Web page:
On day 6, a particularly rejuvenating yoga class inspired her to chant spontaneously, “May all beings everywhere, including me, be joyous and free.” Later when she began to doubt whether this gift was good enough to count, she realized how her own perfectionist nature had been getting in her way her whole life. And so by allowing that simple mantra to count as her gift for the day, she found yet another way to let go and open herself up to life.

by stepping outside of our small, self-contained worlds, we become part of something greater than anything that any of us can be or do by ourselves.

Cami understood from the very start what the true spirit behind this exercise was. It’s not about literally giving 29 gifts. It’s about living every day with a generous frame of mind — kind, gracious, and willing to open up to whatever life brings our way. Gradually, she began to see larger lessons as well – that by stepping outside of our small, self-contained worlds, we become part of something greater than anything that any of us can be or do by ourselves.

A year later, Cami’s life looks very different from where she began. She still lives with MS, but her symptoms are much improved. Her vision is back, and she walks on her own most days. Recent diagnostic tests have been clear, showing that her disease has stopped progressing. Her relationships with her husband, family, and friends are more intimate and fulfilling. She’s still in debt, but is paying off the loans regularly. She no longer worries about money, and sees it as “an endless resource that exists in the world and I trust that God will provide us with the funds to meet our needs.”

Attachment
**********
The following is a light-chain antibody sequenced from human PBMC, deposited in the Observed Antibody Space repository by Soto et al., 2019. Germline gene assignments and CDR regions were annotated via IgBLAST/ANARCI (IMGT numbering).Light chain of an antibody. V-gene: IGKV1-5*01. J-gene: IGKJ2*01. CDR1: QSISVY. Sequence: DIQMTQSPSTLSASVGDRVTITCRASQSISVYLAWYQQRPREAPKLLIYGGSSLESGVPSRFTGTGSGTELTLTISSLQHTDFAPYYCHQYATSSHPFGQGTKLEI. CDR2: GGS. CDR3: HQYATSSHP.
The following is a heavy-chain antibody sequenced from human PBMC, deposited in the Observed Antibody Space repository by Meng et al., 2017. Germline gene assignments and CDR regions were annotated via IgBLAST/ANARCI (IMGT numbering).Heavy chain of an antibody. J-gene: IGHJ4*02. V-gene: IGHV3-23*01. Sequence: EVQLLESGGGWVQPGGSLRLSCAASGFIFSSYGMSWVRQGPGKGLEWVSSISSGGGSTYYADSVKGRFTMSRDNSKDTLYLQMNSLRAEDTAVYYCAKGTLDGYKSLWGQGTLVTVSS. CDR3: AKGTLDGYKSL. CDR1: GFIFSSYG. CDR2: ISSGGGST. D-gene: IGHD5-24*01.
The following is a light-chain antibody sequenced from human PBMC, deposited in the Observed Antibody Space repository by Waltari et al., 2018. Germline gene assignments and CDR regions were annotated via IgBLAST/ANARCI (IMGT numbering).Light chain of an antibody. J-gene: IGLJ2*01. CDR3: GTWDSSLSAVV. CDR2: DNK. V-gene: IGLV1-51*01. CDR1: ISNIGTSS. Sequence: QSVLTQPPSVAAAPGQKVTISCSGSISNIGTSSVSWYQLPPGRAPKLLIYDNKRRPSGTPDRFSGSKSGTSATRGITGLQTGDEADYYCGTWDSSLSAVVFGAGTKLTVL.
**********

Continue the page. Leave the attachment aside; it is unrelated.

Her story has also shown me that one person can make a difference, and that wholeheartedly giving of myself – and just as importantly, believing that I am worthy of doing so — is really all that’s needed.

I have to be candid here for a moment. I typically don’t go for books of this genre. Autobiographies about life-changing spiritual awakenings are generally not my cup of tea. But what really impressed me about 29 Gifts is how far the author has gone to walk the talk. It turns out 29 Gifts is far more than just a book telling Cami Walker’s personal story.